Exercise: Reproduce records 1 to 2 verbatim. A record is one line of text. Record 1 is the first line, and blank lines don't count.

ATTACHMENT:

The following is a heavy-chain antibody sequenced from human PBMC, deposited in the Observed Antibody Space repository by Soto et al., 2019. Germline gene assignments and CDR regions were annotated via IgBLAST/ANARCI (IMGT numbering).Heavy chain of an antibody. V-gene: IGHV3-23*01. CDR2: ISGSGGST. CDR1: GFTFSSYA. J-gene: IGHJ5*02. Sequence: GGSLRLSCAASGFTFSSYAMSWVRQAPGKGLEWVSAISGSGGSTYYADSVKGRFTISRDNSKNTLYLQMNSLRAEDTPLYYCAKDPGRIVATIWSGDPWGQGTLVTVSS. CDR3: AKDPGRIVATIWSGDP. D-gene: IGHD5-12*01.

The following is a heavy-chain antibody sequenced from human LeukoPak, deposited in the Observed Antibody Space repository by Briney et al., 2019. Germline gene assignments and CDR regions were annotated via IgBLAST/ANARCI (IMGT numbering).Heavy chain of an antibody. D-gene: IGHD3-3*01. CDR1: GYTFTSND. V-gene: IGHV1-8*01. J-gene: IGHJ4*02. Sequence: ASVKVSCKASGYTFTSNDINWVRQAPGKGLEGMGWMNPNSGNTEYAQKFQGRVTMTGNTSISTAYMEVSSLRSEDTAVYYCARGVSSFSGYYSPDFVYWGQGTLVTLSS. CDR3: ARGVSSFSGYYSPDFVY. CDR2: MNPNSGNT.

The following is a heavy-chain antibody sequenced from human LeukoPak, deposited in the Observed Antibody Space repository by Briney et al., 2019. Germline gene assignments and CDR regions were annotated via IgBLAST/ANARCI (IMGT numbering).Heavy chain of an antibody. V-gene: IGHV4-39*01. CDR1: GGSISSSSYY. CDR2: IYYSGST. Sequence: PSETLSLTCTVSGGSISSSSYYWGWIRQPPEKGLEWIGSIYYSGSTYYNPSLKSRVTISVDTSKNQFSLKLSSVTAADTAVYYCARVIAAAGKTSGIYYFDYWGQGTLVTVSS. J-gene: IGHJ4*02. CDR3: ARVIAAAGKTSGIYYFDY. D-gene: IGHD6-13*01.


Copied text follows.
The following is a heavy-chain antibody sequenced from human PBMC, deposited in the Observed Antibody Space repository by Soto et al., 2019. Germline gene assignments and CDR regions were annotated via IgBLAST/ANARCI (IMGT numbering).Heavy chain of an antibody. V-gene: IGHV3-23*01. CDR2: ISGSGGST. CDR1: GFTFSSYA. J-gene: IGHJ5*02. Sequence: GGSLRLSCAASGFTFSSYAMSWVRQAPGKGLEWVSAISGSGGSTYYADSVKGRFTISRDNSKNTLYLQMNSLRAEDTPLYYCAKDPGRIVATIWSGDPWGQGTLVTVSS. CDR3: AKDPGRIVATIWSGDP. D-gene: IGHD5-12*01.

The following is a heavy-chain antibody sequenced from human LeukoPak, deposited in the Observed Antibody Space repository by Briney et al., 2019. Germline gene assignments and CDR regions were annotated via IgBLAST/ANARCI (IMGT numbering).Heavy chain of an antibody. D-gene: IGHD3-3*01. CDR1: GYTFTSND. V-gene: IGHV1-8*01. J-gene: IGHJ4*02. Sequence: ASVKVSCKASGYTFTSNDINWVRQAPGKGLEGMGWMNPNSGNTEYAQKFQGRVTMTGNTSISTAYMEVSSLRSEDTAVYYCARGVSSFSGYYSPDFVYWGQGTLVTLSS. CDR3: ARGVSSFSGYYSPDFVY. CDR2: MNPNSGNT.